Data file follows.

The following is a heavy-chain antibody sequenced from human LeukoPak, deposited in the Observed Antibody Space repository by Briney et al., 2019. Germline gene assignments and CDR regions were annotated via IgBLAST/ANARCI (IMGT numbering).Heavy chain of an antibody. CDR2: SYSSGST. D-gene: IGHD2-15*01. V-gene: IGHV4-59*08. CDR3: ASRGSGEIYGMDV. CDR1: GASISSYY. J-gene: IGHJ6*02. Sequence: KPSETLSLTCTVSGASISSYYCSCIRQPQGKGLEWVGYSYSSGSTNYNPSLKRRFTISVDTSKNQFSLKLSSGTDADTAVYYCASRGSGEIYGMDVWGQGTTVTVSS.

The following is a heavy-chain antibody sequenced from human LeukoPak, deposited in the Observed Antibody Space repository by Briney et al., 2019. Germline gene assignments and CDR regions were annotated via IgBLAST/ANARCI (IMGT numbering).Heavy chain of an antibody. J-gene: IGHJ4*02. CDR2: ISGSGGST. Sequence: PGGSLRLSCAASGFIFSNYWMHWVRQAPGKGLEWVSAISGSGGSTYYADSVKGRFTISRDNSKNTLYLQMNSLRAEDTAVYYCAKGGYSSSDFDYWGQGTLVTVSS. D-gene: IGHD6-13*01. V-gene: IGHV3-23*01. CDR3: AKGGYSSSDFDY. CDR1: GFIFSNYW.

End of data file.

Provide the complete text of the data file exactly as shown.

The following is a heavy-chain antibody sequenced from human LeukoPak, deposited in the Observed Antibody Space repository by Briney et al., 2019. Germline gene assignments and CDR regions were annotated via IgBLAST/ANARCI (IMGT numbering).Heavy chain of an antibody. CDR2: SYSSGST. D-gene: IGHD2-15*01. V-gene: IGHV4-59*08. CDR3: ASRGSGEIYGMDV. CDR1: GASISSYY. J-gene: IGHJ6*02. Sequence: KPSETLSLTCTVSGASISSYYCSCIRQPQGKGLEWVGYSYSSGSTNYNPSLKRRFTISVDTSKNQFSLKLSSGTDADTAVYYCASRGSGEIYGMDVWGQGTTVTVSS.

The following is a heavy-chain antibody sequenced from human LeukoPak, deposited in the Observed Antibody Space repository by Briney et al., 2019. Germline gene assignments and CDR regions were annotated via IgBLAST/ANARCI (IMGT numbering).Heavy chain of an antibody. J-gene: IGHJ4*02. CDR2: ISGSGGST. Sequence: PGGSLRLSCAASGFIFSNYWMHWVRQAPGKGLEWVSAISGSGGSTYYADSVKGRFTISRDNSKNTLYLQMNSLRAEDTAVYYCAKGGYSSSDFDYWGQGTLVTVSS. D-gene: IGHD6-13*01. V-gene: IGHV3-23*01. CDR3: AKGGYSSSDFDY. CDR1: GFIFSNYW.